Whether you're a medicinal chemist or an informatician, QSAR datasets can be very helpful in understanding complex biological phenomena. These datasets typically consist of a hundred or fewer compounds associated with a specific parameter such as intestinal absorption, volume of distribution, blood-brain barrier penetration, or activity at one or more biological targets. Most of them are published as part of a paper appearing in a peer-reviewed journal.
Unlike chemistry databases, which typically combine a search engine to a dataset of thousands or millions of compounds with a user interface, the QSAR dataset is much more focused and raw. You need to supply your own data viewer, report generator, and query tool.
The Internet hosts a bewildering assortment of QSAR datasets tucked into various nooks and crannies. The problem is finding them. One useful resource is cheminformatics.org, which hosts a page linking to forty-four datasets.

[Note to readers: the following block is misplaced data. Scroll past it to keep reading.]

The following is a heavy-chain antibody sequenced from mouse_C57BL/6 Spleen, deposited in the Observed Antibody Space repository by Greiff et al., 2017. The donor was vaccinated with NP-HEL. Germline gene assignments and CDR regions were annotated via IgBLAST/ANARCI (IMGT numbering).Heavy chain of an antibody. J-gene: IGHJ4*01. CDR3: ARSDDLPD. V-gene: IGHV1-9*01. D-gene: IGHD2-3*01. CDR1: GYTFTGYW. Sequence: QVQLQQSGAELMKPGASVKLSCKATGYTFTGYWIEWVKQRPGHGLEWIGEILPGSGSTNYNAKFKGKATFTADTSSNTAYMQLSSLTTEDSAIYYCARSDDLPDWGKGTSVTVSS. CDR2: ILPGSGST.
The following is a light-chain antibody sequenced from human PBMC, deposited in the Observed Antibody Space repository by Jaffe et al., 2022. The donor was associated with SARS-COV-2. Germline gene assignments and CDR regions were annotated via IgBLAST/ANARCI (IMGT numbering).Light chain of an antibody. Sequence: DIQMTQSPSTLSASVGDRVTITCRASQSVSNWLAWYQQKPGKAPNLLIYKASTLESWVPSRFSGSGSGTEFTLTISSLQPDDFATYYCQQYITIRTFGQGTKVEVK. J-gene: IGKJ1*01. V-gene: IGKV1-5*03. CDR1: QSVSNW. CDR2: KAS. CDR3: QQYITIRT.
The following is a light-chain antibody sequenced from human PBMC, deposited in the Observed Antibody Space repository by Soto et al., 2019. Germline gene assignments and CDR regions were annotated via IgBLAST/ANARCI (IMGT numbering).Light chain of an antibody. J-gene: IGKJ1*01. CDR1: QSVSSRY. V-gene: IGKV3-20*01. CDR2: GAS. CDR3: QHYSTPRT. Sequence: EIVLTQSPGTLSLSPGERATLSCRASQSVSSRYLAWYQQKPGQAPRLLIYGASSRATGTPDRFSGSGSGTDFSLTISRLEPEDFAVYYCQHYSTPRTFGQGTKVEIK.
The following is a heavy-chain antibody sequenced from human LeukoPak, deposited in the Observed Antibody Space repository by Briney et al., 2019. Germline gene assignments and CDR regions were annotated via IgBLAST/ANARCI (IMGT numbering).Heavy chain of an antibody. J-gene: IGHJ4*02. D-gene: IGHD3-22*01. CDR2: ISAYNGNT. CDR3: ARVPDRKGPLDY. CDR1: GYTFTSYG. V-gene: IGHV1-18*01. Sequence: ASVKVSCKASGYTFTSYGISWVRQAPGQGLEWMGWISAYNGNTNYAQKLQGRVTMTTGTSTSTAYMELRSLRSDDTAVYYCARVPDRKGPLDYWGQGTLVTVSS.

Recently, Shaillay Kumar Dogra, Scientific Editor of QSARWorld, wrote in to let me know about the site's offering of forty-eight free QSAR datasets. Each dataset is linked to the primary literature and is available in four formats, including SD File. In contrast to many datasets, those at QSARWorld are manually curated. QSARWorld is also actively seeking new datasets to convert into machine-readable form; if you find one, write to them to have it added in the collection.
Systematic efforts to collect, curate, and distribute raw data from the primary literature are long overdue. QSARWorld offers an intriguing model for doing so. Although some non-scientific issues, such as intellectual property rights, don't appear to have been addressed yet by QSARWorld, the site's offering of machine-readable raw data offers plenty of food for thought to anyone working with QSAR.
What's your favorite dataset resource?
Image Credit: B.G. Lewandowski